A great deal has been written about the severity of this judgment on Moses by God.   Also many theories exist as to exactly what it was that Moses had done wrong.  But since we are discussing the sequence of events in this chapter, perhaps there is another question to be asked.   Why is it that despite all his leadership experience and all the crises Moses had successfully faced in the past, he made such an elementary mistake this time?   Why not just speak to the rock as he was told?   And why lose his temper with the people?   Could it also have something to do with the death of Miriam?

Of the three leaders, Aaron dealt with ritual matters and the cult.   Moses spoke directly with God and defined the general purpose and direction of the journey of the Israelites to the Promised Land.   However, someone else had to deal with the practical day to day issues raised by the people.   Perhaps that was the particular role played by Miriam.   After all, she had shown her practical skills when she saved Moses.  That she and Aaron shared some kinds of responsibility is clear from the time when they complained about Moses’ leadership.   Why was he the prominent one when they were also special?   This typical argument amongst siblings becomes much more serious when the brothers and sisters are also the leaders of the nation.

In our chapter people complain about the absence of water as they have done in the past.  Perhaps until now Miriam had been the person who dealt with these day to day concerns of the people.    She was the one who encouraged them, offered practical solutions for their problems, or simply acknowledged the legitimacy of their fears and concerns.   She was the one of the three leaders to whom the people could turn, the one who listened to them.   She in turn would be the intermediary who would bring these issues to the attention of Moses.   But in doing so she could present them in such a way that Moses did not feel personally attacked and could understand what was needed.   He could then deal with the problem with the right degree of detachment and effectiveness.   Without Miriam, Moses was now directly confronted with the anger and fear of the people, and his judgement was affected.   Without her calming presence as a buffer, he felt threatened and over-reacted.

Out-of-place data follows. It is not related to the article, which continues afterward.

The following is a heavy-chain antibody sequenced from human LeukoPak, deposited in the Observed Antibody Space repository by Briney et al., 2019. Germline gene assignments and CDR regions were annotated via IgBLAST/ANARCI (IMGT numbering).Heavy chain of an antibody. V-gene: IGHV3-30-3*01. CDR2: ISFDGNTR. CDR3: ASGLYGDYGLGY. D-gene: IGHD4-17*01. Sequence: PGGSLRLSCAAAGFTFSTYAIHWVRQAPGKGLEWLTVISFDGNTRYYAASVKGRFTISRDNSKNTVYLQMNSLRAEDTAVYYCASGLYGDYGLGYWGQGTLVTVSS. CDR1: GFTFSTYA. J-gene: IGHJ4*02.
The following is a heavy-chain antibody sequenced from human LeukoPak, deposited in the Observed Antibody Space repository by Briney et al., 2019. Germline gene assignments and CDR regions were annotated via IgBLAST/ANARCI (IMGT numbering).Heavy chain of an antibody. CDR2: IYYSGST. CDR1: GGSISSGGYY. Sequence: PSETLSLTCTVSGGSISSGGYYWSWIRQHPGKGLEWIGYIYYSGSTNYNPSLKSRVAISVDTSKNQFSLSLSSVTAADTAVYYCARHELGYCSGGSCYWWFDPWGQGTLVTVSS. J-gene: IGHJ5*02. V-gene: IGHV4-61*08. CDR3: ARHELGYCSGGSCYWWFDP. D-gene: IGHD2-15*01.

Is there any evidence for this suggestion?   Possibly in the title ‘prophet’ that Miriam has been given.   One task of the prophets was to be intermediaries, standing between the people and God.   To the people they convey God’s will, often criticising their behaviour, but also consoling them in times of trouble.   The great prophets, like Moses himself and Jeremiah, stood before God and tried to represent the needs and weakness of the people.   They pleaded for mercy on their behalf.   Miriam may have played such a role in the life of Moses.   She helped him cope with the challenges and demands of leadership by protecting him from the direct attack of the people.  With her death a key figure in the governance of the people was lost.  And an essential support for Moses was taken away.  At the first new challenge to his leadership, Moses, without Miriam, failed.    The well of water that had sustained him for so long was no more.

Rabbi Professor Jonathan Magonet
June 2012


The views expressed in this D’var Torah do not necessarily reflect the position of Leo Baeck College.